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 Photos and Video of Tredegar, Past and Present
 Tredegar Station - 1930's
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pierre
Webmaster

United Kingdom
13572 Posts

Posted - 14/03/2019 :  19:44:08  Show Profile  Reply with Quote
Many thanks to Milkman for another great photo, this time of Tredegar Station. Milkman added:

"The picture shows station many years ago-The siding on the embankment above river had gone by 1930s (I think). Whitworth colliery is in operation, so prob about turn of century"




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News & Information on Tredegar since 1991.
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Gareth
Advanced Member

598 Posts

Posted - 21/03/2019 :  17:35:14 Link directly to this reply  Show Profile  Reply with Quote
It occurs to me that the plumes of steam shown in the photo were once an everyday sight everywhere over the town - completely gone now !
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pierre
Webmaster

United Kingdom
13572 Posts

Posted - 22/03/2019 :  17:36:16 Link directly to this reply  Show Profile  Reply with Quote
Would have loved to see the trains/loco's in Tredegar, born too late :o/

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News & Information on Tredegar since 1991.
Visit the Tredegar Timeline Project at : www.TredegarTimeline.co.uk
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milkman
Super Member

United Kingdom
1312 Posts

Posted - 23/03/2019 :  16:09:40 Link directly to this reply  Show Profile  Reply with Quote
When I recall the smoke, steam (and the smog that I went through in London and Brum) I wonder if all the talk of "cleaning" the environment to avoid global warming is correct.
Every house had at least one fire and, in Wales, with so many colliers we burned more coal than most places.
Thinking of EV in the early 60s when they were new to LD steel making. The valley was absolutely full of orange smoke. There is nothing like that nowadays
;
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trefilboy
Advanced Member

Canada
303 Posts

Posted - 23/03/2019 :  16:54:26 Link directly to this reply  Show Profile  Reply with Quote
Pierre - regarding your comment, I guess I was very lucky. As I grew up on Lower Farm below Bedwellty Pits at the back of the farm buildings were the sidings to Pochin Pit and when the Loco would be shunting the wagons into the siding I would jump on the gate to watch, and several times the loco driver would get me up into the cabin and give me a short ride down the sidings. As well I used to go up to the signal box between the farm and B.Pits and shown all the levers etc, and given a go to operate the system. This would never happen today. From 10 yrs every Friday after school I used to catch the train from my parents house in Blackwood up to B.Pits to stay the weekend.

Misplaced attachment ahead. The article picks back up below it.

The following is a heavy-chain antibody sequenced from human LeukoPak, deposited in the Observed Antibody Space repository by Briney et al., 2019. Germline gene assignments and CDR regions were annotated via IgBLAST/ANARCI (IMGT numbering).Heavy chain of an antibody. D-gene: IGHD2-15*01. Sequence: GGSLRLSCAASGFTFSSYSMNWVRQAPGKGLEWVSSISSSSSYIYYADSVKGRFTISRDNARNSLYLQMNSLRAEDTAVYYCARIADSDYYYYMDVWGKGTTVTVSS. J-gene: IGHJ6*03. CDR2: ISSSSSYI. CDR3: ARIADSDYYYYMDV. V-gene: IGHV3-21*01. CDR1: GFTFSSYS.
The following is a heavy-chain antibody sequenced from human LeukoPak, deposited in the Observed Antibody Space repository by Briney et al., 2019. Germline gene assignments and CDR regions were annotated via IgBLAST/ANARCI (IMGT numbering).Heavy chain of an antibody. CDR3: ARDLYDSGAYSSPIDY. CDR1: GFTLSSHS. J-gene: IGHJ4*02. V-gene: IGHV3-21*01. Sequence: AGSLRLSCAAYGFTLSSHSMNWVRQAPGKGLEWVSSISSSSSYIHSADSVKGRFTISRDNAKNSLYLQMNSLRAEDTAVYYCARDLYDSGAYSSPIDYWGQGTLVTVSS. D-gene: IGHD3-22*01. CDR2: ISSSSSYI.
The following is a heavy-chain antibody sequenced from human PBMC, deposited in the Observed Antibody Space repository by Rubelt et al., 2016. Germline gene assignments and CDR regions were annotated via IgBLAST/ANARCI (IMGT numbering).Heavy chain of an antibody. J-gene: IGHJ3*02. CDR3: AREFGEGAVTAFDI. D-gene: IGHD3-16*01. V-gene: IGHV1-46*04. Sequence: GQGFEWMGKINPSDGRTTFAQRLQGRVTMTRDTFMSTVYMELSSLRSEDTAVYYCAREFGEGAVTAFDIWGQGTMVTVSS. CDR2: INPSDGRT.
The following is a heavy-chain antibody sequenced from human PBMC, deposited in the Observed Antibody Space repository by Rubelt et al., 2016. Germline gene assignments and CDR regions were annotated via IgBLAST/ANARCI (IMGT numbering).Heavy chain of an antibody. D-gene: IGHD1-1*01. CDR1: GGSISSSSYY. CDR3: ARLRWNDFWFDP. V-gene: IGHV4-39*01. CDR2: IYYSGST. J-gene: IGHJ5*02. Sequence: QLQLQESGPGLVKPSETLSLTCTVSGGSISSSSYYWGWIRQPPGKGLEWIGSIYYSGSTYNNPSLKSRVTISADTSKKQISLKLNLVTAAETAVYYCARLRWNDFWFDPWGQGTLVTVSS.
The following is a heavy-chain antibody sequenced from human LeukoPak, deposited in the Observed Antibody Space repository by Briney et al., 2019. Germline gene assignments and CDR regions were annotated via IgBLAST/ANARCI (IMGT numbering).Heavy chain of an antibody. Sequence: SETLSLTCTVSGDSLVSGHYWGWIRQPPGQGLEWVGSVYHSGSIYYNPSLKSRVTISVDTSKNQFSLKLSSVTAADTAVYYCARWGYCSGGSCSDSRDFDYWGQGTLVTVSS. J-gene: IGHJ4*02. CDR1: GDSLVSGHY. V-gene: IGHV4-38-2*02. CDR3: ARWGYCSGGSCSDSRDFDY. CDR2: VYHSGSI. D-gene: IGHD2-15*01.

trefilboy
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milkman
Super Member

United Kingdom
1312 Posts

Posted - 25/03/2019 :  20:53:39 Link directly to this reply  Show Profile  Reply with Quote
Hi trefilboy, You musy have known Wyndham Perkins (another milkman) and Dai Perkins from Garnddu. He married my aunt.
Small world
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trefilboy
Advanced Member

Canada
303 Posts

Posted - 26/03/2019 :  01:14:52 Link directly to this reply  Show Profile  Reply with Quote
Hi Milkman - yes my uncles. Don't remember Wyndham doing the milk, only driving on the Red and White. Trying hard to remember Uncle Dai's wifes name. My mums brother Islwyn Perkins mentioned you a number of times.

trefilboy
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milkman
Super Member

United Kingdom
1312 Posts

Posted - 26/03/2019 :  20:05:41 Link directly to this reply  Show Profile  Reply with Quote
Wyndham had a small milkround during WWII. He had an Austin 10 car (No possibly HB5494) that he used for milk delivery,
Dai's wife was Margaret, known as Mag- they had two sons Jack and Gwyn, neither of whom is now with us.
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trefilboy
Advanced Member

Canada
303 Posts

Posted - 26/03/2019 :  21:53:20 Link directly to this reply  Show Profile  Reply with Quote
Tks MM - of course I remember now. Knew Jack and Gwyn well. Years back when we were over there we stopped at Gwyns old farm in Llanbradach which his son was running, and went to see Jacks old farm in Rudry.

trefilboy
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Bob
Full Member

South Africa
105 Posts

Posted - 27/03/2019 :  16:45:04 Link directly to this reply  Show Profile  Reply with Quote
I have just logged into the Forum and the above picture caught my eye.
The sidings on the embankment were still there in the late '50s as we used to play there -- overgrown & weed infested maybe, but the rails were still there and -- probably mid '50s - I seem to remember some railways trucks "parked" there.
Right at the bottom left of the photo - but off shot - was a hand-worked grinding wheel. It was just inside the railings at the bottom of the bridge steps. We used to sharpen my Dad's hatchet on this and often, the kitchen knive - after the railway had closed
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